By Sarah Brenner, JD
The SECURE Act overhauled the rules for beneficiaries of retirement accounts. One significant change it brought is the new 10-year payout rule. Here are ten things you need to know about the new 10-year rule.
1. The 10-year rule applies to most nonspouse beneficiaries when the account owner dies in 2020 or later. The bottom line with the SECURE Act is that very few nonspouse beneficiaries will escape the 10-year rule. While the new law does carve out some exceptions such as disabled or chronically ill individuals, most beneficiaries who used to be able to stretch out distributions over their lifetime will end up with the 10-year rule.
2. Spouse beneficiaries are not subject to the 10-year rule. Many people name a spouse as the beneficiary of their retirement account. Spouse beneficiaries escape the 10-year rule and can continue to use the stretch.
3. The account must be emptied by December 31 of the tenth year following the year of death. We expect the 10-year rule to work like the old 5-year rule with an end-of-year deadline.
4. The 10-year rule applies to successor beneficiaries. The rules have changed for successor beneficiaries. They must empty the account within ten years instead of continuing the stretch over the original beneficiary’s life expectancy.
5. There are no annual RMDs during the ten years. Nothing needs to be taken out of the inherited account until the end of the tenth year following the year of death.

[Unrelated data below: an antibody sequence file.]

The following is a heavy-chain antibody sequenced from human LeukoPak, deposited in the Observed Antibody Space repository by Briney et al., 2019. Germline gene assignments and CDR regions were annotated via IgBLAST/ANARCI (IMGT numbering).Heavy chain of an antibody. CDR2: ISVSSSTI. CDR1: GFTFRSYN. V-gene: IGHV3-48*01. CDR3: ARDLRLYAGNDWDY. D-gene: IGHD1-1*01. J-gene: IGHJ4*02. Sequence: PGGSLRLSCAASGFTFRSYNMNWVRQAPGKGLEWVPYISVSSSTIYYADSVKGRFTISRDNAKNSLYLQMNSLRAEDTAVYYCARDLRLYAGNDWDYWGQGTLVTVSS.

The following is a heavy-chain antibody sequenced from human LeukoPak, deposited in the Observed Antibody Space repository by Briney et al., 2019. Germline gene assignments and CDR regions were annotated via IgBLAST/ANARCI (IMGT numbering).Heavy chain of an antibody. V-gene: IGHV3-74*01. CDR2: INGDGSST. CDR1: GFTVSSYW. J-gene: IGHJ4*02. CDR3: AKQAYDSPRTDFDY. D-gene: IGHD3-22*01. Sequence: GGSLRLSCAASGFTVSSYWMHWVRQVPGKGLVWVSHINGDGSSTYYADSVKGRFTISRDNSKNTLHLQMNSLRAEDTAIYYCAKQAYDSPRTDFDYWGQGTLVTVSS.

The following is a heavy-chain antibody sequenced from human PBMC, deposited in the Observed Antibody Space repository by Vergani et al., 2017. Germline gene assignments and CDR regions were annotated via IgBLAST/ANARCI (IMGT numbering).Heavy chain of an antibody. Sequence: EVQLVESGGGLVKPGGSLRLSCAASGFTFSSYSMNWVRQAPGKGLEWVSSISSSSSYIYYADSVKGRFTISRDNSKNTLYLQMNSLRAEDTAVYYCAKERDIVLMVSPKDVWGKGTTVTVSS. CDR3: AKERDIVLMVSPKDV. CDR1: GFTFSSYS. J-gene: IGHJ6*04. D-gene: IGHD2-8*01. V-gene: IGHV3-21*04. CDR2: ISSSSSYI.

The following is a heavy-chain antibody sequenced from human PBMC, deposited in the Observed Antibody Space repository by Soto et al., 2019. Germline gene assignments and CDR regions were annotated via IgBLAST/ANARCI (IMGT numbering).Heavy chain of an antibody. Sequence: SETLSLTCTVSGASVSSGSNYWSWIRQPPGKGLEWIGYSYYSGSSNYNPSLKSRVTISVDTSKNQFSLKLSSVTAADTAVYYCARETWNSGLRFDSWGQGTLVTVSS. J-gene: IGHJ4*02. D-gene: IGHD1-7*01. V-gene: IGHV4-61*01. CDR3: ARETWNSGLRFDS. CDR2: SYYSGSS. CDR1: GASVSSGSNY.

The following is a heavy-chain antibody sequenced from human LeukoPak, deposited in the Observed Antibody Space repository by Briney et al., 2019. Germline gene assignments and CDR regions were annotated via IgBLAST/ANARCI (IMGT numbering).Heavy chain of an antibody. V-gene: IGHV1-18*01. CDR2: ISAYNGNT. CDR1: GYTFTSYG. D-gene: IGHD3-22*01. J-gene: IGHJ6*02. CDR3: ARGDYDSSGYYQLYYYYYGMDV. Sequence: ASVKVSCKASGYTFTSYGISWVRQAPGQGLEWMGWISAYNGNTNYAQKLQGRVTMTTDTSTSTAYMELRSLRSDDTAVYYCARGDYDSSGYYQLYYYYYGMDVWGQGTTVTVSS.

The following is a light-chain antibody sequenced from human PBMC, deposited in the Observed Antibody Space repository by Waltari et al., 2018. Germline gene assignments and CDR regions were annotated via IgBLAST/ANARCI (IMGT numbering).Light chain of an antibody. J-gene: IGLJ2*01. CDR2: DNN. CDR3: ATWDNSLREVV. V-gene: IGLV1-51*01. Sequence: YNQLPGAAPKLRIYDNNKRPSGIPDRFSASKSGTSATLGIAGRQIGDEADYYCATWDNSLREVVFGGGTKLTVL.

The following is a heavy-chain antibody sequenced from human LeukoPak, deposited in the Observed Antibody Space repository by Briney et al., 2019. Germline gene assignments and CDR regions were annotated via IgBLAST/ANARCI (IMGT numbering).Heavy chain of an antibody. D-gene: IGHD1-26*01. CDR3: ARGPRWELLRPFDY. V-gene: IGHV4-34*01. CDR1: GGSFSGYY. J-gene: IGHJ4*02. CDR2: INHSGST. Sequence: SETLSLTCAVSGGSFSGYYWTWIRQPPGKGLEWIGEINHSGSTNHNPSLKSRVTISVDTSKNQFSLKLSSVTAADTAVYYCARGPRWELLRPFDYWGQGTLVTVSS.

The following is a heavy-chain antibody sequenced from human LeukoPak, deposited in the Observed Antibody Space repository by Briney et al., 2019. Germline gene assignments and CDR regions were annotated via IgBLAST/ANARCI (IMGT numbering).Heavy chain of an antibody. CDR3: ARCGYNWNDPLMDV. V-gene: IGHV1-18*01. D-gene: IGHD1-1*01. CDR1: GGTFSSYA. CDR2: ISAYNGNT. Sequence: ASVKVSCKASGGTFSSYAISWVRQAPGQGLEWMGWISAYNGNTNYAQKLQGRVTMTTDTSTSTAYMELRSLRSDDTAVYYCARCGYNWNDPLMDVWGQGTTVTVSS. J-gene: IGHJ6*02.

6. Minor children will ultimately be subject to the 10-year rule. While minor children of the account owner can get the stretch, this won’t last forever. Once they reach the age of majority under state law or finish school (but no later than age 26), the 10-year rule will kick in.
7. Most trusts will be subject to the 10-year rule. Most trusts, like other nonspouse beneficiaries, will be subject to the 10-year rule.
8. Grandchildren who are retirement account beneficiaries will mostly be subject to the 10-year rule. Under the old rules, many retirement account owners would name a grandchild as an IRA beneficiary to get the maximum stretch. This will not work anymore. Unless a grandchild is chronically ill or disabled, the 10-year rule will apply.
9. Roth IRA beneficiaries are also subject to the 10-year rule. The SECURE Act requires Roth IRA beneficiaries to use the same set of rules as traditional IRA beneficiaries, resulting in the 10-year rule applying to most Roth IRA beneficiaries.
10. Failure to comply with the 10-year rule results in a big penalty. If a beneficiary does not empty the account by the end of the tenth year following the year of death, there is a serious penalty. A 50% penalty will apply to any amount not taken from the inherited account.